The McKinsey Quarterly has just published "Creation Nets: Getting the Most from Open Innovation", an article that JSB and I wrote. We’re excited about it because it represents an opening salvo in a new wave of research we’re pursuing into methods for organizing innovation activity beyond existing institutional boundaries.
Innovation is back in force as a topic on senior management agendas. Unfortunately, that means there is also a lot of loose writing about the topic as the media and pundits of all stripes seek to whet the appetite of executives trying to figure out how to become more innovative.
In this article we try to do three things. First, we tackle the popular topic of open innovation. Unfortunately, this term has been so broadly used that it encompasses everything from a one-off licensing deal to massive networks of participants collaborating on innovation initiatives. We narrow the focus in our article to creation nets - forms of open innovation that involve sustained relationships across large numbers of participants collaborating together to create new knowledge across traditional institutional boundaries. These are much more demanding forms of open innovation, but they offer much greater potential for both rapid incremental innovation and breakthrough innovation than the more limited forms of open innovation that seem to be the focus of much media and pundit attention.
Second, while narrowing the focus on one dimension, we broaden it on another. Serious analysts of open innovation generally tend to focus on one specific slice of open innovation. Rich discussions of open source software initiatives, for example, tend to restrict their scope to that one domain of collaboration. We found deep insights on creation nets in such diverse domains as software, consumer electronics hardware, motorcycles, apparel, astronomy and big wave surfing. Few, if any of these analyses betrayed any awareness of, much less interest in, similar initiatives in other domains. We identify the patterns that are emerging across diverse domains in terms of how to organize creation nets.
Third, we focus specifically on the institutional mechanisms required to catalyze and focus innovation initiatives within these creation nets. Unfortunately, much of the coverage of open innovation tends to emphasize self-organizing and emergent behavior, leaving executives with the impression that there is nothing that can be done to shape or focus efforts in this arena. While creation nets critically depend on emergent practices for their success, we found that these creation nets display an interesting blend of managed and emergent activity. By understanding the management techniques that contribute to the success of creation nets, executives in fact can shape the direction of creation nets and generate and capture more value from these networks.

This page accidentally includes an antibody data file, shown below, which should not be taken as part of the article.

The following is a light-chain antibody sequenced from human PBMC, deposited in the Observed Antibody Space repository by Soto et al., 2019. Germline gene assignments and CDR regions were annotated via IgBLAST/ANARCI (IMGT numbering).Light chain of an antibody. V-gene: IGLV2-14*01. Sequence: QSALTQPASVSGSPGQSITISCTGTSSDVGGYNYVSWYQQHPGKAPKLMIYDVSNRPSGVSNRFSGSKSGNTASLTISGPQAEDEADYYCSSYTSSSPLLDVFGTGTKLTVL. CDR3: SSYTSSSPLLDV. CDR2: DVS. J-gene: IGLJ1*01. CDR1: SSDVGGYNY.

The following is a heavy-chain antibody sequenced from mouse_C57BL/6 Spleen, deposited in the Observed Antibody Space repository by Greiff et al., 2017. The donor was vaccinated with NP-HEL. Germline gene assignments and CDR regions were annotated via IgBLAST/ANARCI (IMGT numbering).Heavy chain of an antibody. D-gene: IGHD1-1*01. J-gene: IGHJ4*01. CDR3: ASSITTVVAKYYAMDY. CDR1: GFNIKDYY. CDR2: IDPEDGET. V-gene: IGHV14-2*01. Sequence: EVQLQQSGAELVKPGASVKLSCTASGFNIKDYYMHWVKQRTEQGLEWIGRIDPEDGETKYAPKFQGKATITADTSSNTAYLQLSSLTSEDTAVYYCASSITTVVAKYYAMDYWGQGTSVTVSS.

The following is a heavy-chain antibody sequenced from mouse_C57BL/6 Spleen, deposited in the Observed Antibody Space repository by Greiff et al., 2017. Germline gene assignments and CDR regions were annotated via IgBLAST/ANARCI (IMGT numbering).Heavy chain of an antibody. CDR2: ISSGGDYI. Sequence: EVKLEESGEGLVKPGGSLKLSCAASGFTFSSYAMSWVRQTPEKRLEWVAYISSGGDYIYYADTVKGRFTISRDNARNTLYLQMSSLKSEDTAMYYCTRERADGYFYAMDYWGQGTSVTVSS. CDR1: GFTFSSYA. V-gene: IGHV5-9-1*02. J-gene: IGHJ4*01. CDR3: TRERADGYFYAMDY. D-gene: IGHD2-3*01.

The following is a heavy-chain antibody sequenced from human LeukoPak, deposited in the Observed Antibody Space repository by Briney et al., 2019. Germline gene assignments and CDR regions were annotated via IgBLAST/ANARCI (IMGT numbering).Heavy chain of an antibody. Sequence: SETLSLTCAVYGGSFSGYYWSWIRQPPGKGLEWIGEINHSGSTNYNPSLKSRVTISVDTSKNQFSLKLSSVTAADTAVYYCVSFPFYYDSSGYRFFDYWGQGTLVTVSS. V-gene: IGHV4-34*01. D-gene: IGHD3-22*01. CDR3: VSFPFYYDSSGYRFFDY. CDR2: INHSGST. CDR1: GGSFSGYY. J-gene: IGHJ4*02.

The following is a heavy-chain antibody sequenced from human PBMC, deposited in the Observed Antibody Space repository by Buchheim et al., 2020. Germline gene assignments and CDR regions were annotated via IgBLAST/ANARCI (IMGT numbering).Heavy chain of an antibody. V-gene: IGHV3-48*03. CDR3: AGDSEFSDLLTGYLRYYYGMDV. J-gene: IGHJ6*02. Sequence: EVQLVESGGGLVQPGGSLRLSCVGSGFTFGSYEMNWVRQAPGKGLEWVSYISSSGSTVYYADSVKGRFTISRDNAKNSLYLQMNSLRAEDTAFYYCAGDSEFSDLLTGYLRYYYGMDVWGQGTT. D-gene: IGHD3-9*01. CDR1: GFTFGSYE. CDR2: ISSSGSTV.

There’s a lot of talk about product innovation and there is some attention to process innovation and business model innovation. But most executives do not fully understand the institutional innovation that explains the emergence and growth of creation nets. We hope that our article will make a contribution to building that understanding. As usual, we have developed a more detailed working paper that amplifies the themes introduced in the article.
We’ll no doubt encounter some criticism for introducing a new label – creation nets – when there are already a lot of buzz words competing for attention – innovation networks, innovation ecosystems, open innovation, value networks, social networks, etc. We hesitated to introduce yet another term to the innovation brew, but we became convinced that the other terms have been used too broadly and too loosely to be helpful in focusing on the elements that have greatest potential to drive innovation – sustained and rich relationships, large numbers of participants across traditional institutional boundaries and distinctive governance mechanisms to focus and integrate diverse innovation initiatives.
As I indicated, JSB and I are in early stages of research in this area. This is one element of a broader research agenda that includes our earlier work on push versus pull approaches to mobilizing resources (the McKinsey Quarterly article “Push to Pull: The Next Frontier of Innovation” is available here and the more detailed working paper is available here. As our work progresses, we will connect the dots between these two arenas as well as a number of other arenas where profound changes are also unfolding.